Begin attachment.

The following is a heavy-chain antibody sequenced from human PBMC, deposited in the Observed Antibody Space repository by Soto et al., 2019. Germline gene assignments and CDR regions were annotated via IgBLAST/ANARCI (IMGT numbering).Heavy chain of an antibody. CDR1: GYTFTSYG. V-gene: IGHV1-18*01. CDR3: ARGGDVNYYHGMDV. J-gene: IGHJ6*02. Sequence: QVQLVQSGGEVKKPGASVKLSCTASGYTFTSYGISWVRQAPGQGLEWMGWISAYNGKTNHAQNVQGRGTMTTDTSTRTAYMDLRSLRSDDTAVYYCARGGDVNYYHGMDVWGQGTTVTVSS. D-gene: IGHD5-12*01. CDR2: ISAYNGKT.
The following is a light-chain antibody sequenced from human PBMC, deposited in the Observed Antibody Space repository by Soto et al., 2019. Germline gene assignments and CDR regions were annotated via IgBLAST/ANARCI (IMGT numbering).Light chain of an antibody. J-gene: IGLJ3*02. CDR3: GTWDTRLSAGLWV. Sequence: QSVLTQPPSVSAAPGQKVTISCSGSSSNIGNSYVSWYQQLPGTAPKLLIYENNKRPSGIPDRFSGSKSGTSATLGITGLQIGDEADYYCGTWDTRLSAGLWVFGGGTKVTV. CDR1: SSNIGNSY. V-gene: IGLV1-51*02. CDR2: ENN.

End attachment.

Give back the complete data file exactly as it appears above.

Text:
The following is a heavy-chain antibody sequenced from human PBMC, deposited in the Observed Antibody Space repository by Soto et al., 2019. Germline gene assignments and CDR regions were annotated via IgBLAST/ANARCI (IMGT numbering).Heavy chain of an antibody. CDR1: GYTFTSYG. V-gene: IGHV1-18*01. CDR3: ARGGDVNYYHGMDV. J-gene: IGHJ6*02. Sequence: QVQLVQSGGEVKKPGASVKLSCTASGYTFTSYGISWVRQAPGQGLEWMGWISAYNGKTNHAQNVQGRGTMTTDTSTRTAYMDLRSLRSDDTAVYYCARGGDVNYYHGMDVWGQGTTVTVSS. D-gene: IGHD5-12*01. CDR2: ISAYNGKT.
The following is a light-chain antibody sequenced from human PBMC, deposited in the Observed Antibody Space repository by Soto et al., 2019. Germline gene assignments and CDR regions were annotated via IgBLAST/ANARCI (IMGT numbering).Light chain of an antibody. J-gene: IGLJ3*02. CDR3: GTWDTRLSAGLWV. Sequence: QSVLTQPPSVSAAPGQKVTISCSGSSSNIGNSYVSWYQQLPGTAPKLLIYENNKRPSGIPDRFSGSKSGTSATLGITGLQIGDEADYYCGTWDTRLSAGLWVFGGGTKVTV. CDR1: SSNIGNSY. V-gene: IGLV1-51*02. CDR2: ENN.